Travel Edition 2019: Ireland

Thirsty for more
Jody Pauly

You know a place is special when your first sight of it has you wiping teardrops from your face. That’s how it was for me at the Giant’s Causeway. Not far from Belfast, the coast of Country Antrim in Northern Ireland is transformed from seascape into what looks like a path of colossal stepping stones leading from the cliffs into the sea. It’s easy to imagine a giant installing the hexagon-shaped columns that seem to interlock too perfectly to be what geologists say is the result of an ancient volcanic eruption. However it was created, the magnificence of Giant’s Causeway moved me to tears. Magic does that to me.

It’s remarkable to witness the change between my first trip to Ireland and what I’ve seen more recently. On my first visit, armed soldiers patrolled the streets of Belfast and Londonderry. Today, you can go between the Republic of Ireland in the south, and what is part of the United Kingdom in the north without showing a passport. Still, different countries require a bit more thought in planning a trip. In Northern Ireland, your wallet should contain British pounds. In the south, you’ll need Euros. If you rent a car, tell your rental company that you intend to drive from one country to the other to ensure you have insurance coverage in both. Then keep a close eye on the speedometer. Speed limits in the Republic of Ireland are posted in kilometers, while Northern Ireland uses miles per hour. Confusing them could earn you a speeding ticket.

Lively pubs, tiny museums

Ireland is such a scenically beautiful and culturally rich place that it’s hard to come up with just one or two experiences that will find their way into your heart. Even if you’re a teetotaler, an Irish pub will intoxicate you with the lively atmosphere that always seems to include wonderfully gifted and inexhaustible musicians, playing and singing the night away and urging everyone to join in. One of my favorite places in Dublin is just off Grafton Street’s main shopping area. Located in an 18th century Georgian townhouse, the Little Museum of Dublin exudes quirky. The museum may be little in name and space, but it’s large in entertainment and information. You’re shown around by a guide who seems to be part historian, part comedian. This condensed look at Dublin’s history is great for anyone, but it’s a special treat for fans of a Dublin band that conquered the world. The U2 exhibit at the Little Museum is crammed with more memorabilia and oddities than you’d think possible in such a small room.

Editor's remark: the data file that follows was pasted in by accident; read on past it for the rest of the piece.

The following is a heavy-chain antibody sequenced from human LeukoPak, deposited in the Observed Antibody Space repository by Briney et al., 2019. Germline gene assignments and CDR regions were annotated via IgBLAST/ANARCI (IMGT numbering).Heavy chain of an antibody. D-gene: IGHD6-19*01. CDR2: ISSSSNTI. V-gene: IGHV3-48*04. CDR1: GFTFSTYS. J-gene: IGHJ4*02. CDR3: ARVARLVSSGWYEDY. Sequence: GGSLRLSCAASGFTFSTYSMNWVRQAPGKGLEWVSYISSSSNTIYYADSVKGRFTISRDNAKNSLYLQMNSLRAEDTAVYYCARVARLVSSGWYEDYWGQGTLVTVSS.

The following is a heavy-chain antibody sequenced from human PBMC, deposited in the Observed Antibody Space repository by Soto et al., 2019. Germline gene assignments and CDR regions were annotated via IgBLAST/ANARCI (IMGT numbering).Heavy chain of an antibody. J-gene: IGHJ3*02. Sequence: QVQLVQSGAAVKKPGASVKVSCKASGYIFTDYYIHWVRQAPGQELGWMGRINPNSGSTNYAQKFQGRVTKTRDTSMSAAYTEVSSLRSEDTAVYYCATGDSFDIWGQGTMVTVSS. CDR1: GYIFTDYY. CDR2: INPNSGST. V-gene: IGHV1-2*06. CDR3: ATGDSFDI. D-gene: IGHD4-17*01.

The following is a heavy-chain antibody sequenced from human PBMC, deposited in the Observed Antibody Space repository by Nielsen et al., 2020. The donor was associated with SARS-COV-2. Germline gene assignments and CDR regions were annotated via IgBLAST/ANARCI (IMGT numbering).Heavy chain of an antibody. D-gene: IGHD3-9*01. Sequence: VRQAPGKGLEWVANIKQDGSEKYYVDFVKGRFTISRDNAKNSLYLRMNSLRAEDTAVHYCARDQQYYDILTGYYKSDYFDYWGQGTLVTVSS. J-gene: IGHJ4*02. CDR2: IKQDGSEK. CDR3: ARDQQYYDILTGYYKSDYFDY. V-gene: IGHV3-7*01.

Tribute to Titanic

The Titanic Belfast Museum in the city’s Titanic Quarter sits on the site of the former shipyard where the RMS Titanic was built. ©

Titanic, I was at a loss for words.

History is almost never out of sight throughout Ireland. In Londonderry, I saw walls of buildings decorated with murals devoted to “The Troubles,” which began here in the late 1960s with violence rooted in ethnic, religious and political divisions. A 1998 agreement brought peace to the city, but the murals vividly display a history that is as painful as it is recent.

John Wayne in Ireland

Once owned by the Guinness family, Ashford Castle is now a luxury hotel straddling Mayo and Galway Counties in Ireland. ©

I tell my clients considering a trip to Ireland to read books and even watch movies about Ireland, and I recommend the ones I’ve found useful. Besides offering historical context, it’s a way to bring to life the places you plan to see, and you might be surprised at how many places will seem familiar to you because you’ve seen them portrayed on television or in movies, always with what I believe is one of the most delightful accents on earth.

I like to be pampered when I travel, and pampering took on another level when I checked into Ashford Castle. Once owned by the Guinness family, the castle is now a luxury hotel straddling Mayo and Galway Counties. Just the drive through the stunning grounds was unforgettable. You’ve caught a glimpse of the grounds yourself if you’ve ever seen what may be America’s favorite movie about Ireland: The Quiet Man, starring John Wayne. A stirring bagpipe melody heralded my arrival at the castle’s entrance. I felt like royalty.

Thoroughbreds and whiskey

So many of the rewards of travel result from discoveries you never expected to find. Ireland is renowned for its love of horses, so a visit to Irish National Stud in County Kildare was a good way to appreciate the beauty of thoroughbred horses and their place in Irish culture at a breeding farm that still produces champions. But in addition to the magnificent horses and the fascinating history, I found myself surrounded by the serenity of a place I might have expected to find halfway around the world. The Japanese Gardens at Irish National Stud were created in the early 1900s with a goal of providing beauty to the eye and comfort to the spirit. A red wooden bridge across a pond filled with lily pads brought one part of the world together with another.

Another reward of travel comes from putting yourself in situations you might never choose at home. I don’t drink whiskey and I don’t drink coffee, but having an Irish coffee in Ireland just seemed to be the right thing to do. So, I ordered one. Then I ordered another. North or south, Ireland always leaves you thirsty for more.

AAA Connection

Experience Jody’s Northern Ireland trip with fellow AAA Colorado members on June 11–22, 2019. Contact your local AAA Colorado Travel Agent at any of our retail locations for details.

Jody Pauly is a Travel Agent in the AAA Southwest retail store. She has been in the travel industry for more than 15 years and holds several Destination Specialist designations. Her excitement for travel spreads to her clients as she helps them plan their dream vacations. Contact Jody at 8601 W. Cross Drive, Littleton; 720-593-5240; or